As previously mentioned, the A5 has three different riding modes. The first, Pure Electric Mode, allows you to ride with no cycling of the pedals. The second, Boost Mode, allows you to pedal with an assist from the power source. Lastly, Manpower Mode, enables you to ride like a human-powered bicycle – no need to power on. There is a power display and real-time speed display in addition to the different modes offered: eco, medium and high. The A5 comes with two keys as well as two fobs to easily start the e-bike up. There is also an extra removable battery. The front and rear brakes work well as well as the front lights and taillights. There is a light on the back of the bike that lights up “EBIKE” which adds a subtle touch of flare to the bike. This e-bike is low maintenance without a derailleur or gears. The 14-inch tires are in a mag wheel – there are no spokes that need to be tuned or that will break. The F-wheel A5 weighs 22.5KG and easily folds up for easier transportation such as when you’re heading into an elevator, riding the Amtrack, climbing stairs or simply placing the e-bike in your apartment. Just simply fold the handlebars down, fold the frame in the front, fold the pedals down, remove the seat and you’re set. There are also sensors on the A5 to notify you if someone or something is too close the bike along with a lock on the battery.

Competition

Competition is very limited with the sleek improvements of the F-wheel A5 electric bike (formally DYU Smart Electric Bike D3). Priced at $700 and worth every cent. The closest competitor is the EB7 Elite Commuter from Swagtron. The next competitor would be the Flido D25 Folding Electric Commuter Bike. The electric bike trend has been on the rise due to communities embracing the go “green” activity. A review left on DYU’s website from Clayton Kent states that the A5 is the “perfect commuter bike enduring at least 70 NYC blocks a day” as well as “it has saved me a lot of money not having to use the train”. With the new improvements to the design and overall functionality to the F-wheel A5 electric bike, it is sure to be the front runner for delivery workers, professionals, and kids at heart.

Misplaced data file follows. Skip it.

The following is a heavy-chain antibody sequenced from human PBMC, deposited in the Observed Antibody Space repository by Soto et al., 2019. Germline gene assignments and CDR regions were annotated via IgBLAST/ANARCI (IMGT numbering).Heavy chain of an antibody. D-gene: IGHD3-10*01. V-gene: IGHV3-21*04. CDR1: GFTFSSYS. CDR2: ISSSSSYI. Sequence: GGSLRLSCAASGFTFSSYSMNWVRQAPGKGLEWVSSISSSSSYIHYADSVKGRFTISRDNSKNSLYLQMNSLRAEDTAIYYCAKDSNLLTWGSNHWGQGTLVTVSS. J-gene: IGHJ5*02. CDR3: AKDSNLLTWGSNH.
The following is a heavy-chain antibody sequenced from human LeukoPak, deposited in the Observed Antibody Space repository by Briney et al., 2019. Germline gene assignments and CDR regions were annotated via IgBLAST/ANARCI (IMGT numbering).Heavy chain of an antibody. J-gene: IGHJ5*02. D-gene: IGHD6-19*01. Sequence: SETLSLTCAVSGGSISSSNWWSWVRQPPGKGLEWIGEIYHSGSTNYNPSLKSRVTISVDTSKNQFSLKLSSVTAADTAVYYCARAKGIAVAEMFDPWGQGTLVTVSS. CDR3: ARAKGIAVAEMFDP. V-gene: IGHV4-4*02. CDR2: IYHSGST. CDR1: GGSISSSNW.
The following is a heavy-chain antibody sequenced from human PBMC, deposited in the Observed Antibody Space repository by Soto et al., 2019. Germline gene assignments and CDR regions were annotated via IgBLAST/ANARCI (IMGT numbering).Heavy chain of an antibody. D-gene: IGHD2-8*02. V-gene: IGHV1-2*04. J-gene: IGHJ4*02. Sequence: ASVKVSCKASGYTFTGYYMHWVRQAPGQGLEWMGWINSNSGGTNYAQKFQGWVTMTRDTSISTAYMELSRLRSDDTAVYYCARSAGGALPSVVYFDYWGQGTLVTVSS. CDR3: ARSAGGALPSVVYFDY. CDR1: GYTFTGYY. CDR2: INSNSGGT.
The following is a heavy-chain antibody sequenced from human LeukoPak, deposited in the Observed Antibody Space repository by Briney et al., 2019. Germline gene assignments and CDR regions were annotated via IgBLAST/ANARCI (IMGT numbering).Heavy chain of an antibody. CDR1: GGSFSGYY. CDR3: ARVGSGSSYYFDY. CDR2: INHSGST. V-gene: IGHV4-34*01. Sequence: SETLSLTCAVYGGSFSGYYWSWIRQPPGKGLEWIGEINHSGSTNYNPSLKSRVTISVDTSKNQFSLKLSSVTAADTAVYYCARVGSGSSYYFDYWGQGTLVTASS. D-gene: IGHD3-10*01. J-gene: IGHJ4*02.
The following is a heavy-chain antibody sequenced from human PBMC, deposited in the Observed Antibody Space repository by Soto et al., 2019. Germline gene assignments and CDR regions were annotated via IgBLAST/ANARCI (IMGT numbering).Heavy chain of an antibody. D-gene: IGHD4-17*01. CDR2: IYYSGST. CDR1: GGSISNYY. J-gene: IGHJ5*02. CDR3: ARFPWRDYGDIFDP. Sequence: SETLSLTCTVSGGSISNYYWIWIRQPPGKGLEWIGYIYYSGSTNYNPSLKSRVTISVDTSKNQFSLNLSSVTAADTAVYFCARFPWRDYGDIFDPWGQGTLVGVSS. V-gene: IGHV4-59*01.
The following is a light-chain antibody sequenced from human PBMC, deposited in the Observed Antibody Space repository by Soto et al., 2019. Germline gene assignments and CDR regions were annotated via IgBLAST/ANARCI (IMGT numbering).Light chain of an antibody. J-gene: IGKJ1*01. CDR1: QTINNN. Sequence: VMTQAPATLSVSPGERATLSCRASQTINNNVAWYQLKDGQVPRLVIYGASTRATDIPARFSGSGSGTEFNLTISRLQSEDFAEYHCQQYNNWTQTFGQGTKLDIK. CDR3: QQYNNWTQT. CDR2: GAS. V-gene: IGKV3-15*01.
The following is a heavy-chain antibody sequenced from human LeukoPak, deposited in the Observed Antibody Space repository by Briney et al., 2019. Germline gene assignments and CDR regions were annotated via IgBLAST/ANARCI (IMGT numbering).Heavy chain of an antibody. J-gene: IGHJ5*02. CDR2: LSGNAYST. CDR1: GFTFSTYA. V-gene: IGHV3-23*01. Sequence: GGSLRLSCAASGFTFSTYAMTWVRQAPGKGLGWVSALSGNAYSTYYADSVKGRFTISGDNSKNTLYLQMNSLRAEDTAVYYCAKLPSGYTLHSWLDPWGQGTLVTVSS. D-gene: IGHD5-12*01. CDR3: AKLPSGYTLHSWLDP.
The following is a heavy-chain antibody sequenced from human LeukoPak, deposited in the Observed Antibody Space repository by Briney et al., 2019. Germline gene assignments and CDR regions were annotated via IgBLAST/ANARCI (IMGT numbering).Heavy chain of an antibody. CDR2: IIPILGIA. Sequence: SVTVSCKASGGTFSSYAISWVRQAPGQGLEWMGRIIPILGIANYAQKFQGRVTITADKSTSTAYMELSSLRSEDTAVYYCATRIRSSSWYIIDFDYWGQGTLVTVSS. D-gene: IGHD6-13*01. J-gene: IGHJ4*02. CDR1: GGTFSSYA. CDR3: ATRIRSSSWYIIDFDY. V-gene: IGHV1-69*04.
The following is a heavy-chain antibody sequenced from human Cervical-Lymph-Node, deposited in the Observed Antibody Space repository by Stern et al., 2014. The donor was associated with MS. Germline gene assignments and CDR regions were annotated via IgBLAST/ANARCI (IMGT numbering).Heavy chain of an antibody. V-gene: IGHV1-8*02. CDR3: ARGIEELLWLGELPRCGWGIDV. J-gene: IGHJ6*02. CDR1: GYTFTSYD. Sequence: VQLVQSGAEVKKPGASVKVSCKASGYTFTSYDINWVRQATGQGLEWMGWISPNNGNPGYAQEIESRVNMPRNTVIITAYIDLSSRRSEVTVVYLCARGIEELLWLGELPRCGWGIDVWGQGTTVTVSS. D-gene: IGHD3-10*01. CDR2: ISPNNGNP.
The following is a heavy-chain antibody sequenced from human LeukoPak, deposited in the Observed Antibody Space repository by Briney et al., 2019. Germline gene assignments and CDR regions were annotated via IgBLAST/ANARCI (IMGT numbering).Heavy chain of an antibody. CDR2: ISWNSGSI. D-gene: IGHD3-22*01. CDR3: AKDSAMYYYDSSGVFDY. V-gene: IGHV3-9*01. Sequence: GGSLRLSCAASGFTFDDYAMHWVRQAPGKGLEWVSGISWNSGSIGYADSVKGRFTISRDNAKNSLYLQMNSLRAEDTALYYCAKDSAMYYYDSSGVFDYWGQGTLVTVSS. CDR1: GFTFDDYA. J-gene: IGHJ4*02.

Photo by Armon Hayes
Photo credit: Armon Hayes
Photo Credit: Armon Hayes
Photo Credit: Armon Hayes
Photo Credit: Armon Hayes
Photo Credit: Armon Hayes
Piso 21 illustration by Heather Skovlund for 360 Magazine

Piso 21

“From Colombia to the world. I think we are in such a beautiful time that Colombia is shining for good reasons… Maluma, J Balvin, Karol G, Camilo, Greeicy, Us… it is an example of what we represent.”Lorduy

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21 in 21

21 Afro-Latinxs to celebrate in 2021 and beyond! 

By: Javier Pedroza

It’s Black History Month, which gives the planet time to reflect on how African American achievements have contributed to US history and how African achievements have contributed to the world. Although, don’t forget it is important to highlight and celebrate Black accomplishments year around. Due to the current global climate, it’s important to become more knowledgeable and celebrate the Afro-Latinx population for its contributions to US history and the world.

After 2020, it is an especially important time to embolden the community to take part in the celebration of Black culture. This year, the Black History Month theme is “Black Family: Representation, Identity and Diversity” which explores the African diaspora and their contributions.

To really understand the African diaspora it is essential to acknowledge that there were more African slaves to Latin America than to the United States. “There were 11.2 million Africans who came to the New World in the slave trade and of that 11.2 million, only 450,000 came to the United States,” Harvard professor Henry Louis Gates Jr. said in a discussion about his PBS documentary series Black In Latin America. He added, “The real black experience, in terms of numbers, is all throughout the Caribbean and Latin America.”

Today, Latinx should understand their roots, which have an undoubtedly long history of African heritage. Hispanics & Latinx identities are beautifully complex, multifaceted and multidimensional. A Pew Research Center survey of Latinx, adults shows that one-quarter of all U.S. Latinx self-identify as Afro-Latinx, Afro-Caribbean, or of African descent with roots in Latin America. This is the first time a nationally representative survey in the U.S. has asked the Latinx population directly whether they considered themselves Afro-Latinx.